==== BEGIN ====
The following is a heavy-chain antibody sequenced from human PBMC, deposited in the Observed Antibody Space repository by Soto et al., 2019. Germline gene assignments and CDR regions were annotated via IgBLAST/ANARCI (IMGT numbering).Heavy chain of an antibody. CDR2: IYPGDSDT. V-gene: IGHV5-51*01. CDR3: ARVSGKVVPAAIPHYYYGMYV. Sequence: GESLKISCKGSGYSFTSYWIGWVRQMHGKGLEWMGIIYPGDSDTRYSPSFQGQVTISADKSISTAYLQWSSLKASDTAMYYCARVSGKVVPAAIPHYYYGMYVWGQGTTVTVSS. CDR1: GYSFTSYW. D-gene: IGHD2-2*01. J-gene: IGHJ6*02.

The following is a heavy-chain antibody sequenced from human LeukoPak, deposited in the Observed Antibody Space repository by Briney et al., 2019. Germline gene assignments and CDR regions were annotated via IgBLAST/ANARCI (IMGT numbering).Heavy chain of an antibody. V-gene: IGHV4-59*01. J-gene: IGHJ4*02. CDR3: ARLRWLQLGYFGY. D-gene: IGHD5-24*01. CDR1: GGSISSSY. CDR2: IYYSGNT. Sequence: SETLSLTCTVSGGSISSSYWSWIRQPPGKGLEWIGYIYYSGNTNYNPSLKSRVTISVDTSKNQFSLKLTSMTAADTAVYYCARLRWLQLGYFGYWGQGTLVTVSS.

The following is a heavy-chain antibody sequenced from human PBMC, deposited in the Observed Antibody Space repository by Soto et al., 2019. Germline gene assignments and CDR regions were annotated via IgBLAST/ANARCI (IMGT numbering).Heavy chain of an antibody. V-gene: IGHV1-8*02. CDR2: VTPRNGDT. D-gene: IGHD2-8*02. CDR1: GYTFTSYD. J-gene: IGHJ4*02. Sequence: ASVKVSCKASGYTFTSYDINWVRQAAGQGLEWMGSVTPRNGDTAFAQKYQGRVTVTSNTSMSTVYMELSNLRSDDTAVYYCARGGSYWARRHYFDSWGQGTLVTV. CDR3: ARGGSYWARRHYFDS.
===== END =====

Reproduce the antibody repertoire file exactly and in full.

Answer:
The following is a heavy-chain antibody sequenced from human PBMC, deposited in the Observed Antibody Space repository by Soto et al., 2019. Germline gene assignments and CDR regions were annotated via IgBLAST/ANARCI (IMGT numbering).Heavy chain of an antibody. CDR2: IYPGDSDT. V-gene: IGHV5-51*01. CDR3: ARVSGKVVPAAIPHYYYGMYV. Sequence: GESLKISCKGSGYSFTSYWIGWVRQMHGKGLEWMGIIYPGDSDTRYSPSFQGQVTISADKSISTAYLQWSSLKASDTAMYYCARVSGKVVPAAIPHYYYGMYVWGQGTTVTVSS. CDR1: GYSFTSYW. D-gene: IGHD2-2*01. J-gene: IGHJ6*02.

The following is a heavy-chain antibody sequenced from human LeukoPak, deposited in the Observed Antibody Space repository by Briney et al., 2019. Germline gene assignments and CDR regions were annotated via IgBLAST/ANARCI (IMGT numbering).Heavy chain of an antibody. V-gene: IGHV4-59*01. J-gene: IGHJ4*02. CDR3: ARLRWLQLGYFGY. D-gene: IGHD5-24*01. CDR1: GGSISSSY. CDR2: IYYSGNT. Sequence: SETLSLTCTVSGGSISSSYWSWIRQPPGKGLEWIGYIYYSGNTNYNPSLKSRVTISVDTSKNQFSLKLTSMTAADTAVYYCARLRWLQLGYFGYWGQGTLVTVSS.

The following is a heavy-chain antibody sequenced from human PBMC, deposited in the Observed Antibody Space repository by Soto et al., 2019. Germline gene assignments and CDR regions were annotated via IgBLAST/ANARCI (IMGT numbering).Heavy chain of an antibody. V-gene: IGHV1-8*02. CDR2: VTPRNGDT. D-gene: IGHD2-8*02. CDR1: GYTFTSYD. J-gene: IGHJ4*02. Sequence: ASVKVSCKASGYTFTSYDINWVRQAAGQGLEWMGSVTPRNGDTAFAQKYQGRVTVTSNTSMSTVYMELSNLRSDDTAVYYCARGGSYWARRHYFDSWGQGTLVTV. CDR3: ARGGSYWARRHYFDS.